Densho Digital Repository
JACL Philadelphia Oral History Collection
Title: William Marutani Interview
Narrator: William Marutani
Interviewer: Herbert J. Horikawa
Location: Medford, New Jersey
Date: October 23, 1994
Densho ID: ddr-phljacl-1-14-5

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HH: So after these experiences you had, each occasion after that, you went back to Philadelphia to practice law?

WM: Yes, right.

HH: You're not a criminal lawyer.

WM: I'm not a criminal lawyer.

HH: But you were doing, at least in Mississippi, you were...

WM: Practicing criminal law, the charges were some kind of a crime. Trumped up charges, by the way.

HH: So you went back to practicing law in Philadelphia. What kinds of things moved you to seek a position on the bench? Or did they come to you instead?

WM: No, actually, one of my partners suggested that, "Why don't you take a shot at it?" And I thought, well, if he thinks that way, maybe I should. And again, it was kind of a challenge. By that time, Jews were on the bench, women were on the bench, let's see, yes, there was a Black African American woman on the bench. By the way, as Asians, one of my theories is that we come last. You'll always find that unless the Jews and the African Americans first entered whatever the hallowed halls may be, and women, we won't get in. It's only after these people make it that we're allowed.

HH: I see. And so you had the appointment from Governor Shapp to be on the Common Pleas, and judging Common Pleas.

WM: Right.

HH: But that was, you're filling somebody else's term on the bench.

WM: That's right.

HH: You had to run on your own after that.

WM: Yes, I did, in '77. I was appointed in '75 and ran on my own in '77.

HH: What was that experience like, actually running for a place on the bench?

WM: Yeah, it's an awkward campaign because a judge, you're restricted to many, many things, and many things that a regular candidate for some political office can say and do, but as a judge you're restricted. But again, I wanted to be able to... I'm not quite sure how to put this, to establish that an Asian can do just as well as anybody else, and maybe even better. So I campaigned very hard in the evenings and on weekends and during my vacation time I had. And surprisingly, much to my surprise, I came out first in the election out of a field of eleven candidates. It was boiled down to seven for the final.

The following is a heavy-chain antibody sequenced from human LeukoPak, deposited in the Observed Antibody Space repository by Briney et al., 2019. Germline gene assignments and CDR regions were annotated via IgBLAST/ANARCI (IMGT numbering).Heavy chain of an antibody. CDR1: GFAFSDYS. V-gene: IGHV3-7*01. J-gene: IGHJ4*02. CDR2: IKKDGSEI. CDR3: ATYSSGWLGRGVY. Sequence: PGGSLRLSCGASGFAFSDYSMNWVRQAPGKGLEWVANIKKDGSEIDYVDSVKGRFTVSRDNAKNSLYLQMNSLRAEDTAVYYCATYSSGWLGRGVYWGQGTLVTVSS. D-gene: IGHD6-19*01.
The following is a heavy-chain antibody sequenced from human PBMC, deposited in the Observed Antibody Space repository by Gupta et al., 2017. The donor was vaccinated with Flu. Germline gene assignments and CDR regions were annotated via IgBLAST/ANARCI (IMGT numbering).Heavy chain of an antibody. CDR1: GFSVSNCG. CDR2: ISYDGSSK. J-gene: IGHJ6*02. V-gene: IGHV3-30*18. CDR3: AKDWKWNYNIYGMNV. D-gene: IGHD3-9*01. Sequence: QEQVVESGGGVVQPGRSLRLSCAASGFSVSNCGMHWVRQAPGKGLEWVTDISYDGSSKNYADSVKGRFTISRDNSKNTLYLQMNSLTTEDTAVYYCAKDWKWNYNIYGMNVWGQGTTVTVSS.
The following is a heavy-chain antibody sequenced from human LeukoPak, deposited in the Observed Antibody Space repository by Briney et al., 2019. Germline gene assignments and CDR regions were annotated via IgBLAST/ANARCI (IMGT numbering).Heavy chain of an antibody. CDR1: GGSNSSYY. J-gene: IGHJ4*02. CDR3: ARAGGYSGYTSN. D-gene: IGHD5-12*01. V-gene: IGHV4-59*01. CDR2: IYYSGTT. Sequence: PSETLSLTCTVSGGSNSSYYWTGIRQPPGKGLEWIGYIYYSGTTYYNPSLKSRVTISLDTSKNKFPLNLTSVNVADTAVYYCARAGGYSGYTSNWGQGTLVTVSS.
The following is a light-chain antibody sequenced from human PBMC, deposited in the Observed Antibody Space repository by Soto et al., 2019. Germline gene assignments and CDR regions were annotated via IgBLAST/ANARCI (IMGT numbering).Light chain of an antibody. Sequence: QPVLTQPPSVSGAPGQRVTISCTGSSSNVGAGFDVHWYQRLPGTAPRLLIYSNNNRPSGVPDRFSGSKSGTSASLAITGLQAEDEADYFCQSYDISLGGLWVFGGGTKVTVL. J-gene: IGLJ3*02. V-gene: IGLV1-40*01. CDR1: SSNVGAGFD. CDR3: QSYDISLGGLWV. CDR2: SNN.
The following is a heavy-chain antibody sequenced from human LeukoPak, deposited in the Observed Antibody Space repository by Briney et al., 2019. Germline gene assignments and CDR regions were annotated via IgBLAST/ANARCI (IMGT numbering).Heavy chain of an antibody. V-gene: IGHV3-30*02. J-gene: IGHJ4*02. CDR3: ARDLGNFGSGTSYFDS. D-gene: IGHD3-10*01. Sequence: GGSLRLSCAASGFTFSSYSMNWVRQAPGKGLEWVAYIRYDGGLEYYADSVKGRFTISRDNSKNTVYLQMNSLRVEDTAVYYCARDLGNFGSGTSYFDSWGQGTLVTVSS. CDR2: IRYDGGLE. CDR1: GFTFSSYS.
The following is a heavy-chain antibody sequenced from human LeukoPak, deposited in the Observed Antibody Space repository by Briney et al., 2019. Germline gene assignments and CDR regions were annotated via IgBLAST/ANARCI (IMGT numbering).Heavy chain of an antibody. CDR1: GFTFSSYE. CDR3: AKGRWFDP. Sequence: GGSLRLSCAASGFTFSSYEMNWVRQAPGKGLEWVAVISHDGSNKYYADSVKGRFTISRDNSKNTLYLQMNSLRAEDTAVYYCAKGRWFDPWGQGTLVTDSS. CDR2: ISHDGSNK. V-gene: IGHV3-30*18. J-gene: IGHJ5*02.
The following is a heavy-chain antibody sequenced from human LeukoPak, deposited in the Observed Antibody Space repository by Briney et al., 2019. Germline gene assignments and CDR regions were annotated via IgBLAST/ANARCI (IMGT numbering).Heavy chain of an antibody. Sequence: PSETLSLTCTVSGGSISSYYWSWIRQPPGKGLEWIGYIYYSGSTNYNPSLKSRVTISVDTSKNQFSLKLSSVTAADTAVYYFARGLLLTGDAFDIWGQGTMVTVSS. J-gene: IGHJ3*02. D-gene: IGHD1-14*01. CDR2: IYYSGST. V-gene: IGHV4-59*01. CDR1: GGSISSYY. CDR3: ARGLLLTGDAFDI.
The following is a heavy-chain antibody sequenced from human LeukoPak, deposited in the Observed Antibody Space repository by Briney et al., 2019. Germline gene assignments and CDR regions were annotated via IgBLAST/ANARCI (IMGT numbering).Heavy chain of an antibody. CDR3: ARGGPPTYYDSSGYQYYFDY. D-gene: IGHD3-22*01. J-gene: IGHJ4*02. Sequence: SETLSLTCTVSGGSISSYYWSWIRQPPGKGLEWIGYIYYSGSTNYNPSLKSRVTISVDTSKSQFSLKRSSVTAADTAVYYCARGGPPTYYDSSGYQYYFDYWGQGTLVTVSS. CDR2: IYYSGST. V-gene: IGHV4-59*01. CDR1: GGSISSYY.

HH: I understand that there might have been some confusion at the time, some people thinking that this person Marutani, might be Italian.

WM: I guess there must have been some of that, but let me tell you something about that. Two points I want to make about the ethnicity, my "Italian ethnicity." By the way, it'd be all right for me if I were Italian, but I'm not. Number one is the fact that if an Italian can win in Philadelphia County, then they ought to run nothing but Italian candidates because it's a sure winner, if that is ascribed to me, the Italian name. Point number two is to have an Italian name, however, citywide, countywide, can be a detriment. Because at that time, Mayor Rizzo, for whom, by the way, I have a great deal of affection, Mayor Rizzo was disliked by the Black African Americans in Philadelphia. And I know that they're, in some of the wards, I did very poorly among the Black wards in Philadelphia. Let me make another point about that. I think the other thing is, you see, if a white man wins an election, nobody says anything. If you have an African American winning the election, nobody says anything, but when a non-white, non-Black candidate wins, comes out on top, now you got to have an explanation. He's not a candidate who's just as good as anybody else, but he's a fluke. Let me tell you what the fluke is. The fluke is he had an Italian name. When I was appointed, they had to reconcile the difficulty, the conflict as well. One of the stories that was being circulated was that I was appointed by Governor Shapp in 1975, because 1976 was the bicentennial year, 1776 to 1976. And there'd be a lot of visitors coming from Japan through Philadelphia to see the Liberty Bell, et cetera. So we got to have a Japanese American up there, "One of your kind," so they can point to him and proudly say, "We have one of your kind up on the bench." And this is pure hogwash, pure hogwash.

HH: Now, when you went into law, you said earlier that it was not your intention to be a lawyer, but really go into business.

WM: Right.

HH: As you're thinking about it now, in retrospect, are you sorry that you never went full force into business?

WM: Well, of course, if you don't go into something that you thought of going into, it's very easy to say what the predictions would be. Now, to some extent, I'm sorry, because I think that, frankly, the financial rewards would have been much greater. Well, almost unlimited. I don't know whether I would have failed or just fallen flat on my face, but the law is limited to some extent, unless you become a very unusual lawyer.

HH: Would it be... what would your position be, or your viewpoint be regarding other Japanese Americans, or more generally Asian Americans, for that matter, entering the law?

WM: Well, aside from what I may think, I can tell you there's a lot coming in. And every major law firm in Philadelphia, they have one or two Asian Americans. And they did it on their own, and I think that's terrific. The society opened up its eyes, too, but if you're good, you're good, and they'll take you.

<End Segment 5> - Copyright © 1994 JACL Philadelphia. All Rights Reserved.